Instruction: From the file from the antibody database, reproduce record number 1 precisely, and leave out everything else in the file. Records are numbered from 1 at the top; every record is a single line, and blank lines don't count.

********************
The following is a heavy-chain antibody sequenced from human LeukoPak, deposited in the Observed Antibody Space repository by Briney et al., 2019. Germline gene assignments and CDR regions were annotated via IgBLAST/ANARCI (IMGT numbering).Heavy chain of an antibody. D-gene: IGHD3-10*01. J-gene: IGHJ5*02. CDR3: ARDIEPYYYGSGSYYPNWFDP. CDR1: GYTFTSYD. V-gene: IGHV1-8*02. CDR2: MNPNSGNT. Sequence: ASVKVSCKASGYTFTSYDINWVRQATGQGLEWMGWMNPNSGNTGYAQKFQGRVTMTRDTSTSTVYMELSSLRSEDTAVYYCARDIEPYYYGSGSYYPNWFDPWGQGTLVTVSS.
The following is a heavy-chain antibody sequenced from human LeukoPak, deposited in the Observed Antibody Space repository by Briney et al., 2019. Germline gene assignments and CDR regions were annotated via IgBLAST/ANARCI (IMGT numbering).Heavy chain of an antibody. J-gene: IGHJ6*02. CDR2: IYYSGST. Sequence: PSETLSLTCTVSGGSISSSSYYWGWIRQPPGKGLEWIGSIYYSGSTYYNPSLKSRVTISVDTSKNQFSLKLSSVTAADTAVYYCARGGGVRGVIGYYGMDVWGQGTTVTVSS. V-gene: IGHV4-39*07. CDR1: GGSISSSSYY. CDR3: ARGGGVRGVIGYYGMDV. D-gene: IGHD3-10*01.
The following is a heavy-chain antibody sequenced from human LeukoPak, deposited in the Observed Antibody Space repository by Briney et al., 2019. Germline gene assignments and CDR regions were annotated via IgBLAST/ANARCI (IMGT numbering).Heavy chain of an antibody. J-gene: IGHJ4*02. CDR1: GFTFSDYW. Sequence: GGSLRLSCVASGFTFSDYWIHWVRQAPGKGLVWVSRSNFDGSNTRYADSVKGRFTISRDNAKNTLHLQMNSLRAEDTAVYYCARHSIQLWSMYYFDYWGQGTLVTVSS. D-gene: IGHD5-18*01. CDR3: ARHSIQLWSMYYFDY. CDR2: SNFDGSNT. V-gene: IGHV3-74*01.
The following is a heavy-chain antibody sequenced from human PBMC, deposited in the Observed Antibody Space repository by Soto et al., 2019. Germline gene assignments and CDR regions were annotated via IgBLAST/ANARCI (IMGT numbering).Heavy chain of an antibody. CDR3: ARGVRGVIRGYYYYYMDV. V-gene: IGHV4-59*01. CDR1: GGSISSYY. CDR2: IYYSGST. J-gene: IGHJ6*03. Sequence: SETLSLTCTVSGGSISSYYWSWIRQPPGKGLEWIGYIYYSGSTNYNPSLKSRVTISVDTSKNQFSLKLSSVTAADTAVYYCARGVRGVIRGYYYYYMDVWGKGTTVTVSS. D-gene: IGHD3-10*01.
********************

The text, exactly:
The following is a heavy-chain antibody sequenced from human LeukoPak, deposited in the Observed Antibody Space repository by Briney et al., 2019. Germline gene assignments and CDR regions were annotated via IgBLAST/ANARCI (IMGT numbering).Heavy chain of an antibody. D-gene: IGHD3-10*01. J-gene: IGHJ5*02. CDR3: ARDIEPYYYGSGSYYPNWFDP. CDR1: GYTFTSYD. V-gene: IGHV1-8*02. CDR2: MNPNSGNT. Sequence: ASVKVSCKASGYTFTSYDINWVRQATGQGLEWMGWMNPNSGNTGYAQKFQGRVTMTRDTSTSTVYMELSSLRSEDTAVYYCARDIEPYYYGSGSYYPNWFDPWGQGTLVTVSS.